Sen. Ted Cruz (R-TX) and 29 House Republicans sided with the NRA last year against punishing Vladimir Putin's regime over the poisoning of Alexei Navalny.
More than two dozen GOP members of Congress opposed a Biden administration ban on imports of Russian ammunition last year, claiming the sanctions wouldn't hurt the Russian government and instead amounted to "an attempt at gun control."
The 30 congressional Republicans wrote a letter to Secretary of State Antony Blinken and Treasury Secretary Janet Yellen in September 2021, opposing their respective departments' sanctions. The Biden administration said at the time that the sanctions were intended to punish Russian President Vladimir Putin over the poisoning of Alexei Navalny — the now-imprisoned Russian opposition leader who opposes Putin and his regime.
But the lawmakers — which included Sen. Ted Cruz (R-TX) and right-wing Reps. Marjorie Taylor Greene (R-GA), Andy Biggs (R-AZ), Mo Brooks (R-AL), Elise Stefanik (R-NY), and Lauren Boebert (R-CO) — accused the Biden administration of carrying out a backdoor attempt at gun control, saying that the ban on Russian ammunition punished gun owners rather than the Russian government.
"This ban will certainly be more punitive to American citizens than to Russia," they wrote in the letter. "Already, there is an ammunition shortage in our country that is driving up prices for consumers. According to MKS Supply, one of the largest importers of Russian ammunition, the United States imports as much as 30-40% of its ammunition from Russia, and the ban would exacerbate this shortage further."
It was the same position as the National Rifle Association, which also opposed the ammunition ban.
"While that may be a viable reason for the United States government to sanction the Russian Federation, the ammunition import restriction seems more aimed at punishing American gun owners and businesses than as a foreign policy tool to influence the Russian Federation," the NRA's Institute for Legislative Action wrote weeks before the lawmakers' letter.
Less than a year later, the United States has imposed even stronger sanctions on Russia as punishment for Putin's violent invasion of Ukraine — which has to date killed at least 549 civilians, including children, according to the United Nations.
In fact, 21 of the 30 signatories of the letter voted this week to ban imports of Russian oil as punishment for Russia's war on Ukraine. Biggs, Boebert, Greene, as well as Reps. Louie Gohmert (R-TX), Bill Posey (R-FL), and Chip Roy (R-TX) — all of whom signed the letter opposing the ban on Russian ammunition — voted against the embargo. Rep. Debbie Lesko (R-AZ), who also signed the letter, did not vote.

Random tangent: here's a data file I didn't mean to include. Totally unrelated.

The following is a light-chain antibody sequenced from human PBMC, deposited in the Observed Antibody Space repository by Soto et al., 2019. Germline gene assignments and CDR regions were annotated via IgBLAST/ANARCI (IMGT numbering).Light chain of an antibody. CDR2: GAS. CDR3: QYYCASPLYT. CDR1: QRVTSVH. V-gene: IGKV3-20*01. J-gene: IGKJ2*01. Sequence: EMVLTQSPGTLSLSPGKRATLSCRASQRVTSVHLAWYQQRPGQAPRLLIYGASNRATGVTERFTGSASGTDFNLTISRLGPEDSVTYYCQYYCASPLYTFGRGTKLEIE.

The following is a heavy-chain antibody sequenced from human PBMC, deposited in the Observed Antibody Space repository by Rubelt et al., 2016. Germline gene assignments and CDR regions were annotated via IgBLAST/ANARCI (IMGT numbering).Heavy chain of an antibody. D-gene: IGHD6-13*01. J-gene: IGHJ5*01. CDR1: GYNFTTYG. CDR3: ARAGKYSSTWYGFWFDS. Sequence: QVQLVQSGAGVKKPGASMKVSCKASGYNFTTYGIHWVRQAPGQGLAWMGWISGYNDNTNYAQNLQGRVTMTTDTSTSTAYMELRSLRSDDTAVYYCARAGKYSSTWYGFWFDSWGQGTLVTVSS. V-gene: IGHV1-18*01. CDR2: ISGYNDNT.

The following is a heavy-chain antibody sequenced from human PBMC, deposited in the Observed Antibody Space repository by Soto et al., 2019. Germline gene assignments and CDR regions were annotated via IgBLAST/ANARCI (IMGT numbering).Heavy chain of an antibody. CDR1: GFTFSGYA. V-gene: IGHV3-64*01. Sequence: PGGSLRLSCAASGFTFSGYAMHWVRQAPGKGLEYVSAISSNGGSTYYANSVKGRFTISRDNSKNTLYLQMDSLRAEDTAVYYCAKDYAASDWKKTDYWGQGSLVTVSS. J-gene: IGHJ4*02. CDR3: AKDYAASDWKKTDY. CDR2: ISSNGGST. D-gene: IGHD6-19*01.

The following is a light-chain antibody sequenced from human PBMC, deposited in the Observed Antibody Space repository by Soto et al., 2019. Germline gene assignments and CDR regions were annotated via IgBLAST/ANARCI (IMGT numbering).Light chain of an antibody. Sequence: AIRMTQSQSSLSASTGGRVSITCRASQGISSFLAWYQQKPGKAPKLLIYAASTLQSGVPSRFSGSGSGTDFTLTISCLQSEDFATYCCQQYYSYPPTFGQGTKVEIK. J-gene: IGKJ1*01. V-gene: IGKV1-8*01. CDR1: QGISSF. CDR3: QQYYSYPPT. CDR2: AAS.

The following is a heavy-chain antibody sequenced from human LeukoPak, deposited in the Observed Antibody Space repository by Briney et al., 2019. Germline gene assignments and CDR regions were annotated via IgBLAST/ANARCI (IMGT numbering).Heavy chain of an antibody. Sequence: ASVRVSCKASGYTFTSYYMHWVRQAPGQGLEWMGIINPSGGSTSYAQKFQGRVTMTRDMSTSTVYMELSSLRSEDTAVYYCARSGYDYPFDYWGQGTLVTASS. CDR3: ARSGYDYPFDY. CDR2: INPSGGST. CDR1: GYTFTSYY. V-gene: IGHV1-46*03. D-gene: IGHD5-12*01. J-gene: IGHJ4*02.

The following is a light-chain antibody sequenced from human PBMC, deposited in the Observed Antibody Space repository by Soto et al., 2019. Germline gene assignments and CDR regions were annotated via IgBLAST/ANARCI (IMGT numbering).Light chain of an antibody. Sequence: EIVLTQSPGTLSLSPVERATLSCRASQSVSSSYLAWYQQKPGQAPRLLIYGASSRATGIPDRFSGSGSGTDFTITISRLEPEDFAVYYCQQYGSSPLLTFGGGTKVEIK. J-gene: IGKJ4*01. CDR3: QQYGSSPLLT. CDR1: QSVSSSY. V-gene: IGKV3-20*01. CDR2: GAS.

Cruz and his Senate colleagues have not yet voted on the bill in the Senate, but he has said he supports the ban.
In the wake of the ban on Russian oil imports, the American Independent Foundation reached out to all 30 GOP lawmakers about whether they still believe Americans should be able to import Russian ammunition.
Rep. Andrew Clyde (R-GA) responded, saying he still believes ammunition shouldn't be part of sanctions on Russia.
"I certainly support imposing crippling sanctions on Russia as they unjustly wage war on Ukraine, but I still object to banning Russian ammunition imports," he wrote. "We all heard President Zelensky loudly proclaim that he needs ammunition, not a ride. So in addition to our supply, we should provide the brave Ukrainians with Russian ammunition as well — which would divert some of Russia's ammunition manufacturing capability away from its military."
A spokesperson for Rep. Randy Weber (R-TX) told the American Independent Foundation that he "stands by his position in the September 3, 2021, letter to Secretary of State Antony Blinken and Secretary of the Treasury Janet Yellen to reverse the Russian ammo ban. With less than 1 percent of Russia's total exports to the U.S. being firearms and ammunition, this ban does not hurt the Russian economy, rather it directly harms American gun owners."
Updated to include a response from the office of Rep. Randy Weber.
Published with permission of The American Independent Foundation.